I read Suanne Laqueur’s A Charm of Finches in March this year and was blown away with how beautifully she portrayed emotions and reality. This book is the second in the Venery series, but I felt comfortable reading it because it could even pass off as a standalone book. I wrote a review of the book and posted it on my blog (which you can read here), and to Goodreads. And then I forgot all about it.
A few days later, when I was doing my March Wrap Up video for my YouTube channel, I happened to take a look at Suanne’s Facebook. And to see that I was getting all the love for that review. I couldn’t believe my eyes! That was perhaps the best day of my life so far! Then when Suanne agreed to do this interview – the very first for my new, revamped blog – I was, and still am pleasantly speechless.
Read on for a very candid interview with the genius called Suanne Laqueur!
Tell us about the inception of the Venery series – how you got the idea, how you worked on it.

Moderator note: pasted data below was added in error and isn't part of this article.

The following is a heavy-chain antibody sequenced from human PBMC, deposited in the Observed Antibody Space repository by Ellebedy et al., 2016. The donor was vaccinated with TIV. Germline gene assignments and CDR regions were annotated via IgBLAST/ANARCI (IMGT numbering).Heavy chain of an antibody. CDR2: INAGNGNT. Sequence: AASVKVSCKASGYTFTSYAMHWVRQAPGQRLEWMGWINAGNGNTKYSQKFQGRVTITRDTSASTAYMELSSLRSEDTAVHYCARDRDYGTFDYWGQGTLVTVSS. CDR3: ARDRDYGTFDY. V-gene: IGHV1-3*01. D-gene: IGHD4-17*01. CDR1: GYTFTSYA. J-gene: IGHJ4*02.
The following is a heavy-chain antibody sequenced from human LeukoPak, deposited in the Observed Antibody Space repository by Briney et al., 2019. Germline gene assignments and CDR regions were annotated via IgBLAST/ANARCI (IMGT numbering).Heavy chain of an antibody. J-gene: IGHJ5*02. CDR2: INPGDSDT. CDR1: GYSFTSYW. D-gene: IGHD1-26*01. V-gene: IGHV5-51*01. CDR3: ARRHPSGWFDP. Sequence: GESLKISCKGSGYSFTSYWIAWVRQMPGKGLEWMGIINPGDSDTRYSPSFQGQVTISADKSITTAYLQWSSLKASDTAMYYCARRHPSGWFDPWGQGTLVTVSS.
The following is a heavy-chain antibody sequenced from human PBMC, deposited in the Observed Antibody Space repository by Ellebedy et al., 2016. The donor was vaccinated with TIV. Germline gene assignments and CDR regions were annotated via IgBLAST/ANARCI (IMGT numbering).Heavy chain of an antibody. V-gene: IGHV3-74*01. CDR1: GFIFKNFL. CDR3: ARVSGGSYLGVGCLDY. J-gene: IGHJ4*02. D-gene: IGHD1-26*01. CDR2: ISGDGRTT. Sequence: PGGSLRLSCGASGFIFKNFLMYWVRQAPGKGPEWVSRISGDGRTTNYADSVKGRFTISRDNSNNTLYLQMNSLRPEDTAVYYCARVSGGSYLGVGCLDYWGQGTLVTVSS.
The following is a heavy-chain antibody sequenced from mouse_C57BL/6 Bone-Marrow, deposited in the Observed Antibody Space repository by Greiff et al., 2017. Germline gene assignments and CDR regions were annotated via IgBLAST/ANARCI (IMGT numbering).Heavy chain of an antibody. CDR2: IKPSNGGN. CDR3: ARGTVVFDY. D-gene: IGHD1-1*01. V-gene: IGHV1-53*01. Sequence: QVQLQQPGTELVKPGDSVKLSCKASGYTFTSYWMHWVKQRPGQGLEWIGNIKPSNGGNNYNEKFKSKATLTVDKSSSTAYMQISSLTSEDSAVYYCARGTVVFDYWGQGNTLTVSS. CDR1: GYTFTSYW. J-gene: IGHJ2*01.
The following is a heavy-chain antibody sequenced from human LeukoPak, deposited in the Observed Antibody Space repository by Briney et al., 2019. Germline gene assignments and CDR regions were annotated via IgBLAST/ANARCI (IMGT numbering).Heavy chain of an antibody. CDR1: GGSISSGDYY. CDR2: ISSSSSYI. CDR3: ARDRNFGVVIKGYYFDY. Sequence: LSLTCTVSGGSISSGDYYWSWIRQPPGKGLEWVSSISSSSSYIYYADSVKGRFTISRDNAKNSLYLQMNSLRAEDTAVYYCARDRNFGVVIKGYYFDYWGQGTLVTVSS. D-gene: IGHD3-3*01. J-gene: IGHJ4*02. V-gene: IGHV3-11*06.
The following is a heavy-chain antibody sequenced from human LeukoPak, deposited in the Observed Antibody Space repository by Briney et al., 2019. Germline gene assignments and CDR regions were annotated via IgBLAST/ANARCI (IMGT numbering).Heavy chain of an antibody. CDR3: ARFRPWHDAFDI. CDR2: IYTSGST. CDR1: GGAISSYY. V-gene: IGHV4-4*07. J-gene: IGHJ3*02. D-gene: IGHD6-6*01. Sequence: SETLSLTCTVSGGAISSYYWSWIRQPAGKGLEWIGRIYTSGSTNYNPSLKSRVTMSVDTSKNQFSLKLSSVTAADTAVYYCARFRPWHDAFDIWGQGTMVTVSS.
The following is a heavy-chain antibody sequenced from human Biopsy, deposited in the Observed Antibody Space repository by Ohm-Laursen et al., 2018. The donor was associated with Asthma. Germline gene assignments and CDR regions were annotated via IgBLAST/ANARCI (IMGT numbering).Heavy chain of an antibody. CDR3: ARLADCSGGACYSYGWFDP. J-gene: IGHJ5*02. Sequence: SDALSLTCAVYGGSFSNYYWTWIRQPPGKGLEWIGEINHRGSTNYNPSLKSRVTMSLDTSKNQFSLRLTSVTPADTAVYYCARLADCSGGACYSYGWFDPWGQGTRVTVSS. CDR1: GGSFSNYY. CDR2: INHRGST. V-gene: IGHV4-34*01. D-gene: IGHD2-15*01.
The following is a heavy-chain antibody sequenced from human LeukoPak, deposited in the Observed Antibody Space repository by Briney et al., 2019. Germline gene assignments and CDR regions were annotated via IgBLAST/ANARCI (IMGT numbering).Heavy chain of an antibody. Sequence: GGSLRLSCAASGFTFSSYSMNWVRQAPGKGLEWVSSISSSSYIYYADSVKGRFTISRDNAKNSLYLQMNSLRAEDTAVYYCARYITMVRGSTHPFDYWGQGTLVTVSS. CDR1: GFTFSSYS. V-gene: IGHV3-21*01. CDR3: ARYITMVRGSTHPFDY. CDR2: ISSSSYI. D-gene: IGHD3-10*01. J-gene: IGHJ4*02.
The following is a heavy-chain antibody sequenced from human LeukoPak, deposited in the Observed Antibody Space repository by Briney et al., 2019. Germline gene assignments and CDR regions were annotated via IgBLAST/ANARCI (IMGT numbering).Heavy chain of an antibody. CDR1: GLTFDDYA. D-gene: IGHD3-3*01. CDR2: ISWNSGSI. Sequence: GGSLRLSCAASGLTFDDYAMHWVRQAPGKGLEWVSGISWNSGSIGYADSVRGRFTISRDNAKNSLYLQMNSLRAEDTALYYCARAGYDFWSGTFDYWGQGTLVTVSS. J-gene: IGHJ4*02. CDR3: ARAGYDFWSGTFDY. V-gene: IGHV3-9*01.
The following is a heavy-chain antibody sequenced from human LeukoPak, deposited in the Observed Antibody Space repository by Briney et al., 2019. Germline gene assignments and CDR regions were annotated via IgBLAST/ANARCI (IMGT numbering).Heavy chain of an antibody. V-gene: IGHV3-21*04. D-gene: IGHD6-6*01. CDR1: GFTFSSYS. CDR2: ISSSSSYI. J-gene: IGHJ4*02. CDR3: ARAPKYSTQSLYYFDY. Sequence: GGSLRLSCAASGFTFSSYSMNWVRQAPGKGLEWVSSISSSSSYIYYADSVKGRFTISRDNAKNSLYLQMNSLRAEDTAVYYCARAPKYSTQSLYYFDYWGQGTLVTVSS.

I love books where the town or city becomes a character in the story. A lot of towns (like the one I grew up in) have that family: the one that’s been there since the town’s inception. The Browns. There’s Brown’s Pharmacy and the Brownville neighborhood and Brown Hill Road or Brown Park. “Yes, the library is on the old Brown estate…” It’s a name attached to the town. So I wanted to write something like that and I sketched out a family tree with three siblings, Valerie, Roger and Trelawney. I didn’t have a last name until I saw this funny post on Facebook about group terms for animals. Reading down the list, I realized a lot of them sounded like titles. Then I saw “An Exaltation of Larks.” I loved how it sounded. Wait. The family’s last name could be Lark! And that was that, there I was, there I went and it just grew from there.
How important is The Charm of Finches to you? I say important because I believe that in this time and age, when discrimination against the LGBTQ community is still prevalent despite “modern” thinking, this book turns everything on its head.